Zalewski served as an alderman for 20 years in Chicago’s 23rd Ward, which overlaps with Madigan’s 22nd House District on Chicago’s Southwest Side. That district has re-elected Madigan to the Illinois House of Representatives every two years since 1970.

The Zalewski raid was part of a probe into “efforts to get work for Zalewski” at ComEd, as well as “interactions” between Zalewski, Madigan, and McClain, according to the Better Government Association and WBEZ.

ComEd and its parent company Exelon have received two grand jury subpoenas in recent months, including one that asked for communications with state Sen. Martin Sandoval, D-Chicago, according to Chicago. Sandoval’s Senate district overlaps with Madigan’s House district.

Sandoval, a chief architect of Gov. J.B. Pritzker’s record gas tax hike and capital bill earlier this year, saw his home and government offices raided by the FBI in September.

Revolving door

Illinois is one of only 11 states that do not have “revolving door” laws forbidding lawmakers from lobbying once they leave office, according to a report compiled by the National Conference of State Legislatures.

At least two dozen former Illinois state lawmakers have lobbied on behalf of ComEd or Exelon since 2000, according to a 2017 analysis from the Illinois Policy Institute. A majority of those lawmakers served on their chamber’s energy or public utilities committees. Some even chaired those committees, including McClain, who was chairman of the House Environment, Energy and Natural Resources Committee from 1979 to 1980.

Illinois only places restrictions on former lawmakers who worked on state procurement contracts for a year after leaving office, and has no general laws preventing lobbying by former lawmakers.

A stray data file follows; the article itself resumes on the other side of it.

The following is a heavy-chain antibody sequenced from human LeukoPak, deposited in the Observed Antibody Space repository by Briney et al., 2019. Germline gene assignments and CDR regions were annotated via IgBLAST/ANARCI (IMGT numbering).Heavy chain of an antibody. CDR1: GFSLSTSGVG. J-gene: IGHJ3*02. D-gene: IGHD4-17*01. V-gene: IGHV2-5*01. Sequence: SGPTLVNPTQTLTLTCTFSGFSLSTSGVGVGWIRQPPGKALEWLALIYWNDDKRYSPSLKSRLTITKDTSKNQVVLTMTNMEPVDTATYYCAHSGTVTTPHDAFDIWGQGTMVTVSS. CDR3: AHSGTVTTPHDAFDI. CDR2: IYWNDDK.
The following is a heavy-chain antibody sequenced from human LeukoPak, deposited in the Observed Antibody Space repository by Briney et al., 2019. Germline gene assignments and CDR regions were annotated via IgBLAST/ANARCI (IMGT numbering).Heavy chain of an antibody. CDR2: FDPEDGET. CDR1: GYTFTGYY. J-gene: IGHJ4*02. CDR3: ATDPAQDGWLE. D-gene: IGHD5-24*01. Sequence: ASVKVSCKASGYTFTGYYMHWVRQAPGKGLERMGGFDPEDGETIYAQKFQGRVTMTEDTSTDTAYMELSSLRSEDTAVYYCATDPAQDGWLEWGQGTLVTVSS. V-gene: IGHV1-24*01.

Stalled reform efforts

Despite the cost and damage Illinois faces from corruption, Gov. J.B. Pritzker has done little to address it.

In Chicago, Mayor Lori Lightfoot ran on an anti-corruption platform and has already pushed several key reforms through the City Council. They include granting expanded powers to the city inspector general, limiting outside employment for aldermen, calling for independently drawn political maps, and increasing penalties for ethics violations.

Pritzker should back a number of commonsense corruption reforms in the wake of scandals across the state, including:

  • Strengthened revolving door restrictions on state lawmakers
  • Empowering the Illinois legislative inspector general, which is a muzzled watchdog office that must seek approval from state lawmakers before opening a corruption investigation in the Illinois General Assembly
  • Mandating state lawmakers recuse themselves from votes in which they have a conflict of interest
  • Reforming the Illinois House rules, which grant more concentrated power to the House speaker than any legislative rules in the country
  • Using objective scoring criteria for capital projects, akin to Virginia’s Smart Scale model. This ensures infrastructure dollars are directed by need rather than clout.
  • Passing a bipartisan constitutional amendment to end politically drawn legislative maps in Illinois

Ethics reform in Springfield should be a priority not just for the governor, but for all elected officials.

For an updated list of of individuals and organizations that have been questioned, targeted, investigated, indicted or convicted as part of law enforcement’s anti-corruption activity in Illinois in 2019, visit the 2019 Illinois corruption tracker.